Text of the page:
The 4 Layers of Friendship

We established that Shrek and Donkey are the best model of friendship in an
earlier blog. And just like Ogres, friendships are a lot like onions—they can smell and makes us cry, but most importantly, friendship is like onions because friendships also have many layers.  Those different layers, instead of forming an onion shape look much more like a funnel. Let’s call it, the Friendship Funnel; at each level of friendship we go a little deeper in our relationship with those people, but at each level there is less room. Therefore, not everyone who starts at the top of the layer of the funnel makes it all the way down and that is okay.

While on earth, Jesus experienced this in his friendships as well. He had those who knew him on a surface level and those that knew him very well. Jesus had a very select few that knew him at the deepest level and maybe one or two that peeled back the entire onion and made it all the way down that friendship funnel.

Like Jesus, it is important for us to know the layers of friendship and to know where we are with people.

Layer One:  Beneficial Friends

Please don’t take this out of context (if you don’t know how you could take that out of context then, well…good). These are the friends we say hello to or do some small talk when see them.  They’re probably our Facebook friends, but really wouldn’t know what is going on in our lives if it wasn’t for our hourly posts. These relationships are mutually beneficial because they bring a sense of belonging and community at a surface level and don’t require much commitment.

From a Biblical standpoint we can look at the stories of the Woman at the Well and many other of Jesus’ miraculous healing and, yes, Jesus knew these people intimately because he is Jesus, but there interaction was simply beneficial. The woman at the well (John 4) receives a new purpose and identity in life and Jesus is able to share his message with the people in her town. The blind man receives his sight in John 9 because Jesus made mud pies with his saliva (Jesus loves playing in the dirt). In these stories, Jesus moves on and we do not hear much of these people again.

Layer Two:  Because Friends

We are friends because… our kids are on the same sports team…. we are neighbors… we go to church together, etc. We have regular times where we see one another, but if it wasn’t for these commonalities we might not know each other. Our regular meetings are surface level because the onion is not pulled back very far.  We grab lunch, watch the game, go to one another’s parties, but we only let one another in so far. This is a good thing because we need the type of friends that we can talk shop with instead of diving into the deep intimate stuff of life.

Jesus was friends with Nicodemus because Nicodemus wanted to know more about eternal life. In John 3, Nicodemus sneaks to find Jesus and asks him questions he does not understand. Yes, Nicodemus is a follower of Jesus but he is only brought in so far during Jesus’ earthly ministry. He is a regular throughout Jesus’ life, but he isn’t in the core group.

Layer Three:  Best Friends

These are the people we get together with on a regular basis. Even if there is distance between friends we make plans to get together. We look forward to our time together because it brings us life. Sadly, we are usually hurt by this level of friendship. The closeness we experience with these people sometimes makes us feel like they should just know what we want from them, so the relationship ends up being full of unclear and unexplained expectations. Since there are so many unknowns and we are unwilling to be totally honest with one another, feelings can get hurt pretty easily. It takes a mature friend to work through these barriers. Like middle schoolers many times this group gets on and off the merry-go-round.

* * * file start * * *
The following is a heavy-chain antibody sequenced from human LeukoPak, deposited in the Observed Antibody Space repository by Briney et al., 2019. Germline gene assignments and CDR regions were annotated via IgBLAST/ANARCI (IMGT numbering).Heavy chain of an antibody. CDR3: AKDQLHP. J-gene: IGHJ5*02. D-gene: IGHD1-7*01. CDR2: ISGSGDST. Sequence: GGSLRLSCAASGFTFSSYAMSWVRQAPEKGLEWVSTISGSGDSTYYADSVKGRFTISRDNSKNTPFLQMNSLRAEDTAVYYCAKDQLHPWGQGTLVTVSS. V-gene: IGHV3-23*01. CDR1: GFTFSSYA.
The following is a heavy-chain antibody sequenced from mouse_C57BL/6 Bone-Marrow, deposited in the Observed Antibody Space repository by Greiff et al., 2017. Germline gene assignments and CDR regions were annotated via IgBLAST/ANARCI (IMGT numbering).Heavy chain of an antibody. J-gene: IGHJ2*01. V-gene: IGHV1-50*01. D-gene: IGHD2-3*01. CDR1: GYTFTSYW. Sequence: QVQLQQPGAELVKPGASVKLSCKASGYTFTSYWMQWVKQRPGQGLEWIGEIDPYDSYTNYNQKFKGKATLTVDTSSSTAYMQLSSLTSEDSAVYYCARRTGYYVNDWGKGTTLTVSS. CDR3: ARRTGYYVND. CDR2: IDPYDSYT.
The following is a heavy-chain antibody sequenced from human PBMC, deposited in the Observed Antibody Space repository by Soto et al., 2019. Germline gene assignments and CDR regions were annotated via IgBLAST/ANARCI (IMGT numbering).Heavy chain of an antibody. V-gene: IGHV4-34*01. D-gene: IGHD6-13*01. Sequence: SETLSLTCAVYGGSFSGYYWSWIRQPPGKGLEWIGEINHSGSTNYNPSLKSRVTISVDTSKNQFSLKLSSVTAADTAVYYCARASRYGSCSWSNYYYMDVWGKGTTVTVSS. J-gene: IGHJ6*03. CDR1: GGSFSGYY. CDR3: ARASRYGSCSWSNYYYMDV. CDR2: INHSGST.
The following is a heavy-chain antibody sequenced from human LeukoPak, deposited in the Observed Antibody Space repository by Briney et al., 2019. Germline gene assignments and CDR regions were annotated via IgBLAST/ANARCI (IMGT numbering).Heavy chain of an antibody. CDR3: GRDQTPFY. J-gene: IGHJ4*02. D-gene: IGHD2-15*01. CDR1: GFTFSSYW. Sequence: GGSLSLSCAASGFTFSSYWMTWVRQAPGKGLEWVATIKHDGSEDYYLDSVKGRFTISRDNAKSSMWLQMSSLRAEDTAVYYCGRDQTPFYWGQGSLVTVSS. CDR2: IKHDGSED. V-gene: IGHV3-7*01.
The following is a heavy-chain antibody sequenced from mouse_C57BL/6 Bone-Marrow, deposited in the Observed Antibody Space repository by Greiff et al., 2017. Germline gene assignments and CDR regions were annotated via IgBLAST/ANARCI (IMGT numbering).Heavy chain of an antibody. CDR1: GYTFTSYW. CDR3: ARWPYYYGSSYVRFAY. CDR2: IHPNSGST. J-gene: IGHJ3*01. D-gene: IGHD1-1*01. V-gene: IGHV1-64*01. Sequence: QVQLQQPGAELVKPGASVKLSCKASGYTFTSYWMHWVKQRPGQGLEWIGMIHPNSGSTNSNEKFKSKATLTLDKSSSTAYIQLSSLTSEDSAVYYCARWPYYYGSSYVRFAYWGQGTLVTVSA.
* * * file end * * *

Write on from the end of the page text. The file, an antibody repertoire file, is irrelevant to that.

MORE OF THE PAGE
Although Jesus was very clear on his expectations, the  twelve-disciples and some of Jesus’ early followers were at this level with Jesus. They were given very close access to Christ.  They followed him and they knew him. They received joy and life from one another, but some still fell away. Even among his disciples Jesus brought three in closer and one the closest.

Level Four:  Beloved

This word is typically given to our romantic interest—a significant other; however, scripture is clear that there is a friendship that can be as deep or even deeper. We see this in Jonathan and David in the Old Testament where their experiences together bonded them closer than any other relationship. They were in battle together and shared many successes and failures.  Overtime they developed a connection that could not be rivaled. This is not something that rivals our relationship with our spouses, but something that can benefit the relationship.  Jesus and his disciple, John, had such a relationship. John was the only disciple to show up at the cross. We see how deep the relationship goes at the cross when Jesus places his mother into John’s care and Christian tradition tells us that Mary stayed with John throughout her life.

Interestingly, adults and children have similar ways to define this relationship. “This person gets me…I can be me…we can fight and we turn out ok…I don’t have to worry with this person…they always accept me for me, but push me to be better.” These things are true because over time this friend has pulled back all the layers and knows us for who we are…and they are still present.

The great news is that Jesus is not limited by time or proximity. Since the resurrection, he is with us all and desires a close relationship with each of us. A beloved relationship. As Christians we are called to love and lay our life down for people at each layer. The only way we can do this is through a beloved relationship with Jesus Christ.

Have you let Jesus peel back every layer?

How far down the friendship funnel has Jesus gotten?